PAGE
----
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Vital Signs

DHMC develops a "green" yardstick for hospitals

John Leigh is the manager of waste and recycling at DHMC.

By Roger P. Smith, Ph.D.

It sounds like it must be a very good, "green" thing for a hospital to calculate its ecological footprint, but what exactly does that mean? It's a process DHMC recently went through, so John Leigh, manager of waste and recycling, is very familiar with the concept. He explains that an ecological footprint is "a measure of natural resources consumed as compared with the Earth's ability to regenerate those resources." To achieve sustainability, a population shouldn't consume more than its proportional share of those resources.

The Earth contains 28 billion productive acres, such as forests and croplands (which excludes deserts, polar areas, and some ocean areas). Dividing that acreage by the Earth's population, 6.8 billion, gives 4.1 acres for each person (which doesn't even factor in the 25 million other species on the planet).

Rise: "We now know that humans are exceeding the biocapacity of the Earth by about 24 percent," says Leigh. "We began to overshoot it in the mid-1980s, and we can reliably predict that the overshoot rate will continue to rise because the population is growing, the per-capita consumption rate is growing, and technology continues to drive our consumption ability."

The calculation of an ecological footprint is a complicated process. Leigh led the development of the spreadsheet-based tool that allowed DHMC to calculate its footprint, thanks to a grant from the Maverick Lloyd Foundation. He broke the institution's environmental impact into seven categories: products, energy, food, waste, transportation, water, and built land.

Gas: Some measurements are firmer than others. For example, experts agree on the greenhouse gas emissions associated with consuming electricity and fuel oil, and DHMC engineers have tracked energy consumption for years. It was much harder to get a handle on the impact associated with the wide variety of products that a major medical center uses-from disposable rubber gloves to massive imaging machines.

The calculation of an ecological footprint is a complicated process.

When all the best measurement models and conversion factors were settled on and applied to DHMC's calculation, the result was 13.8 acres per full-time-equivalent employee-of which there are 5,700 on the Lebanon, N.H., campus. And that doesn't even factor in the resources that all those employees consume at home.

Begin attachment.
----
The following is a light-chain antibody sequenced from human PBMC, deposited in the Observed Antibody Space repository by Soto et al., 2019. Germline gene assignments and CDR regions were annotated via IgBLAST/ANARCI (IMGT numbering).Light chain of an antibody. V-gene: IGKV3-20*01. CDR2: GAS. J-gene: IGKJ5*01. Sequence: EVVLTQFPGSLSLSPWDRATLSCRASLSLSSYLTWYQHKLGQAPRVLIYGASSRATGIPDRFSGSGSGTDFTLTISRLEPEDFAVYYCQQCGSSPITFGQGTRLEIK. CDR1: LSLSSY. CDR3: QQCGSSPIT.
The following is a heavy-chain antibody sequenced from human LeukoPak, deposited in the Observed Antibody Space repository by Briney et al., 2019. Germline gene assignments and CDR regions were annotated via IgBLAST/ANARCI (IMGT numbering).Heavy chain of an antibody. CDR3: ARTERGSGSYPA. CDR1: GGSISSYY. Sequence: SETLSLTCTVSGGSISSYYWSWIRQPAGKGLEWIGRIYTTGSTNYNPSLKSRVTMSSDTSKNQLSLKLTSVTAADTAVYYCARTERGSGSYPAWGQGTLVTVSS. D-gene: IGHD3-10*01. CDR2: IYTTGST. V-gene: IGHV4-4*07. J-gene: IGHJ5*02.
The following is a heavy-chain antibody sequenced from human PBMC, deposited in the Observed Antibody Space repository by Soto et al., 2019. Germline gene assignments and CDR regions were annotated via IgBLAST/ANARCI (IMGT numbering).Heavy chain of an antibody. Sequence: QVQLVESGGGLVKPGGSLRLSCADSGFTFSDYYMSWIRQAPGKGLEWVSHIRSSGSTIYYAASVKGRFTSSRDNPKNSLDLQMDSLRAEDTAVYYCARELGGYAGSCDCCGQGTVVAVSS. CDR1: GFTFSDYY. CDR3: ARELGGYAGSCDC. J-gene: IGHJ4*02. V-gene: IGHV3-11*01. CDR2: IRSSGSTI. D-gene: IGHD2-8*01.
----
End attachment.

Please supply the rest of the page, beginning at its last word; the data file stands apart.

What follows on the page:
So how does that figure compare to other hospitals? That's a good question, but it's one for which there is, as yet, no answer. DHMC is so far ahead of the curve that no other U.S. hospital has calculated its footprint. Leigh is offering the tool he developed to other hospitals, but no one has completed the process yet.

Meanwhile, Leigh has already begun to apply the results of the calculation. For example, one startling finding was that 32% of the overall impact came from transportation. That includes by patients, visitors, and staff, with staff transportation to and from work the biggest factor. The average one-way commute to work for DHMC employees is nearly 42 miles.

The Medical Center already helps underwrite the local bus system, Advance Transit; has supported the construction of nearby affordable housing; and has taken other steps to minimize commuting. But Leigh would like to see more done in this area. As the Medical Center considers its options, he can now plug data associated with different actions into the ecofootprint tool to learn each action's relative impact.

And best of all, as changes are made, it will be possible to clearly track and not just guess at their impact on the institution's ecological footprint.

Leigh believes a hospital should do all it can do reduce its ecological impact in part because it's unavoidably high. For example, infection-control procedures require the consumption of vast amounts of disposable supplies. The temperature in patient-care areas must be kept comfortably warm in winter and cool in summer. Life-safety features like automated doors and a constant oxygen supply are energy-intensive. Some of the anesthetics used in surgery are greenhouse gasses, so there is a cost to handling them. The list of special needs goes on and on.

Lots: Besides Leigh, one of the people who helped to make DHMC a pioneer in sustainability was his predecessor, Laura Brannen. She now works for a national program called Waste Management Health Care Solutions. "Successful programs," she says, "depend on people to make them happen." Lots of people, she adds. "It was certainly helpful to get buy-in from the top" when DHMC made sustainability a priority 20 years ago, Brannen says, but real success comes when every employee tosses bottles in the recycling bin instead of the trash or considers walking instead of driving to work.

Sometimes the steps toward sustainability are quite literal.

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